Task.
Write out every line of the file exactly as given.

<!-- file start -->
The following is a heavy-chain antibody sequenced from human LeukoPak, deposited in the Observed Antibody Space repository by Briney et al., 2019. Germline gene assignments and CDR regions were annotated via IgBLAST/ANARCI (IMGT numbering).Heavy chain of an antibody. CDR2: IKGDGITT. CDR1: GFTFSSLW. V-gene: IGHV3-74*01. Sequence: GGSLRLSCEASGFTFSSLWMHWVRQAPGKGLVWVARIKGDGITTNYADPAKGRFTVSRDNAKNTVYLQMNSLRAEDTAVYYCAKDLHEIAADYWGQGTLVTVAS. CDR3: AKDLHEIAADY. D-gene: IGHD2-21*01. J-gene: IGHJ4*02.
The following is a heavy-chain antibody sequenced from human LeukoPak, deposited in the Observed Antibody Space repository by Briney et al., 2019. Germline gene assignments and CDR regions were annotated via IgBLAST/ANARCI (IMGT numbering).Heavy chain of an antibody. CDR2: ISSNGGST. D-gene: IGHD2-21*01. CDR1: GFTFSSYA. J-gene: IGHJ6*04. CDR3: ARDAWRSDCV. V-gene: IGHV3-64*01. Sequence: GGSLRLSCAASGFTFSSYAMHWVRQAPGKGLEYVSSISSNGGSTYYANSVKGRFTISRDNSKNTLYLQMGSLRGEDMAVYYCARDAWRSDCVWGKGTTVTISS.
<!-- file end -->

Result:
The following is a heavy-chain antibody sequenced from human LeukoPak, deposited in the Observed Antibody Space repository by Briney et al., 2019. Germline gene assignments and CDR regions were annotated via IgBLAST/ANARCI (IMGT numbering).Heavy chain of an antibody. CDR2: IKGDGITT. CDR1: GFTFSSLW. V-gene: IGHV3-74*01. Sequence: GGSLRLSCEASGFTFSSLWMHWVRQAPGKGLVWVARIKGDGITTNYADPAKGRFTVSRDNAKNTVYLQMNSLRAEDTAVYYCAKDLHEIAADYWGQGTLVTVAS. CDR3: AKDLHEIAADY. D-gene: IGHD2-21*01. J-gene: IGHJ4*02.
The following is a heavy-chain antibody sequenced from human LeukoPak, deposited in the Observed Antibody Space repository by Briney et al., 2019. Germline gene assignments and CDR regions were annotated via IgBLAST/ANARCI (IMGT numbering).Heavy chain of an antibody. CDR2: ISSNGGST. D-gene: IGHD2-21*01. CDR1: GFTFSSYA. J-gene: IGHJ6*04. CDR3: ARDAWRSDCV. V-gene: IGHV3-64*01. Sequence: GGSLRLSCAASGFTFSSYAMHWVRQAPGKGLEYVSSISSNGGSTYYANSVKGRFTISRDNSKNTLYLQMGSLRGEDMAVYYCARDAWRSDCVWGKGTTVTISS.